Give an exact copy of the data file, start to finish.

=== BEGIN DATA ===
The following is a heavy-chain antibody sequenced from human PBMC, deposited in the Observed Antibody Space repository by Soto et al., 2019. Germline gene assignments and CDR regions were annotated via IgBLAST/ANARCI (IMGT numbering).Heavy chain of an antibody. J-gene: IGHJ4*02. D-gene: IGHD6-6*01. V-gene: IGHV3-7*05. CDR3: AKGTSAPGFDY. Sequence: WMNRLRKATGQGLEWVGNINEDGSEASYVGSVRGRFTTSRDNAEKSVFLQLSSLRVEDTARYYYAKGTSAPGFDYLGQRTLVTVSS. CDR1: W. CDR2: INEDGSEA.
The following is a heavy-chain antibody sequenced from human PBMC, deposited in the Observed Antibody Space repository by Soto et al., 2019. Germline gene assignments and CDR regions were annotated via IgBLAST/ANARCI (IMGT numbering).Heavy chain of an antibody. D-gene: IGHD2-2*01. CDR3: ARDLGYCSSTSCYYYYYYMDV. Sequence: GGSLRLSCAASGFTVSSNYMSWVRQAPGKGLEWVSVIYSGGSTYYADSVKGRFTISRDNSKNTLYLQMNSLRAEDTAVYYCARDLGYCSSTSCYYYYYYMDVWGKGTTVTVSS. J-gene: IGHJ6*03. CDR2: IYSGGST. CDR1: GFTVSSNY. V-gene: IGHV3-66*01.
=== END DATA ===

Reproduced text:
The following is a heavy-chain antibody sequenced from human PBMC, deposited in the Observed Antibody Space repository by Soto et al., 2019. Germline gene assignments and CDR regions were annotated via IgBLAST/ANARCI (IMGT numbering).Heavy chain of an antibody. J-gene: IGHJ4*02. D-gene: IGHD6-6*01. V-gene: IGHV3-7*05. CDR3: AKGTSAPGFDY. Sequence: WMNRLRKATGQGLEWVGNINEDGSEASYVGSVRGRFTTSRDNAEKSVFLQLSSLRVEDTARYYYAKGTSAPGFDYLGQRTLVTVSS. CDR1: W. CDR2: INEDGSEA.
The following is a heavy-chain antibody sequenced from human PBMC, deposited in the Observed Antibody Space repository by Soto et al., 2019. Germline gene assignments and CDR regions were annotated via IgBLAST/ANARCI (IMGT numbering).Heavy chain of an antibody. D-gene: IGHD2-2*01. CDR3: ARDLGYCSSTSCYYYYYYMDV. Sequence: GGSLRLSCAASGFTVSSNYMSWVRQAPGKGLEWVSVIYSGGSTYYADSVKGRFTISRDNSKNTLYLQMNSLRAEDTAVYYCARDLGYCSSTSCYYYYYYMDVWGKGTTVTVSS. J-gene: IGHJ6*03. CDR2: IYSGGST. CDR1: GFTVSSNY. V-gene: IGHV3-66*01.